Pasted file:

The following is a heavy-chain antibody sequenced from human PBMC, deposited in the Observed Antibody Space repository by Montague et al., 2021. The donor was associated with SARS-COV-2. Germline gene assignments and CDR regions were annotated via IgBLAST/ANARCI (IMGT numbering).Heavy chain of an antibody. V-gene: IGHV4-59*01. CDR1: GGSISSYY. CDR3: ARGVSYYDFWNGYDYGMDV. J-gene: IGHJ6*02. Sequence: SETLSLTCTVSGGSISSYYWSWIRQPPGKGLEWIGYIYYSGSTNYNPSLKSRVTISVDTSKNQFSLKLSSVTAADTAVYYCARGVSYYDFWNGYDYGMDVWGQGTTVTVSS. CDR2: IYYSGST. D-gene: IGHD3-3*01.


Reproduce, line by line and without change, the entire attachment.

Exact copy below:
The following is a heavy-chain antibody sequenced from human PBMC, deposited in the Observed Antibody Space repository by Montague et al., 2021. The donor was associated with SARS-COV-2. Germline gene assignments and CDR regions were annotated via IgBLAST/ANARCI (IMGT numbering).Heavy chain of an antibody. V-gene: IGHV4-59*01. CDR1: GGSISSYY. CDR3: ARGVSYYDFWNGYDYGMDV. J-gene: IGHJ6*02. Sequence: SETLSLTCTVSGGSISSYYWSWIRQPPGKGLEWIGYIYYSGSTNYNPSLKSRVTISVDTSKNQFSLKLSSVTAADTAVYYCARGVSYYDFWNGYDYGMDVWGQGTTVTVSS. CDR2: IYYSGST. D-gene: IGHD3-3*01.